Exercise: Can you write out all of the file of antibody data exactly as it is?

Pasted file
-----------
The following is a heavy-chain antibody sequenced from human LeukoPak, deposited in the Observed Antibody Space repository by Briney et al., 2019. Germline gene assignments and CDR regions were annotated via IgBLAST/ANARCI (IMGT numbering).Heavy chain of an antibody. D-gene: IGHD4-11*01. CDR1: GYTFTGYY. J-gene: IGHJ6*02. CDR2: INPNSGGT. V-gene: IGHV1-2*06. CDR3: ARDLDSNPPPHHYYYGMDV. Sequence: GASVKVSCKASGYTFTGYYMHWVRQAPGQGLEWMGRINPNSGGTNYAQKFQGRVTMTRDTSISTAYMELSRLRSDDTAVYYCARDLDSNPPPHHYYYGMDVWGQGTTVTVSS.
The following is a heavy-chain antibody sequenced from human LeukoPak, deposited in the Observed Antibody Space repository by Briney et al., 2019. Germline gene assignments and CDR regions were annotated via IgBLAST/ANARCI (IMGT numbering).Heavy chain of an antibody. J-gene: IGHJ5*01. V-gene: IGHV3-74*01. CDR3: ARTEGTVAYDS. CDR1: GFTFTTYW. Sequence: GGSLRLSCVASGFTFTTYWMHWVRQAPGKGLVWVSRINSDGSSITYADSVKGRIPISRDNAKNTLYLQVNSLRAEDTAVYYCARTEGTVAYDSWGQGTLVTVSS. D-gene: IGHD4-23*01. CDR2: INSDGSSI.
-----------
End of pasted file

The following is a heavy-chain antibody sequenced from human LeukoPak, deposited in the Observed Antibody Space repository by Briney et al., 2019. Germline gene assignments and CDR regions were annotated via IgBLAST/ANARCI (IMGT numbering).Heavy chain of an antibody. D-gene: IGHD4-11*01. CDR1: GYTFTGYY. J-gene: IGHJ6*02. CDR2: INPNSGGT. V-gene: IGHV1-2*06. CDR3: ARDLDSNPPPHHYYYGMDV. Sequence: GASVKVSCKASGYTFTGYYMHWVRQAPGQGLEWMGRINPNSGGTNYAQKFQGRVTMTRDTSISTAYMELSRLRSDDTAVYYCARDLDSNPPPHHYYYGMDVWGQGTTVTVSS.
The following is a heavy-chain antibody sequenced from human LeukoPak, deposited in the Observed Antibody Space repository by Briney et al., 2019. Germline gene assignments and CDR regions were annotated via IgBLAST/ANARCI (IMGT numbering).Heavy chain of an antibody. J-gene: IGHJ5*01. V-gene: IGHV3-74*01. CDR3: ARTEGTVAYDS. CDR1: GFTFTTYW. Sequence: GGSLRLSCVASGFTFTTYWMHWVRQAPGKGLVWVSRINSDGSSITYADSVKGRIPISRDNAKNTLYLQVNSLRAEDTAVYYCARTEGTVAYDSWGQGTLVTVSS. D-gene: IGHD4-23*01. CDR2: INSDGSSI.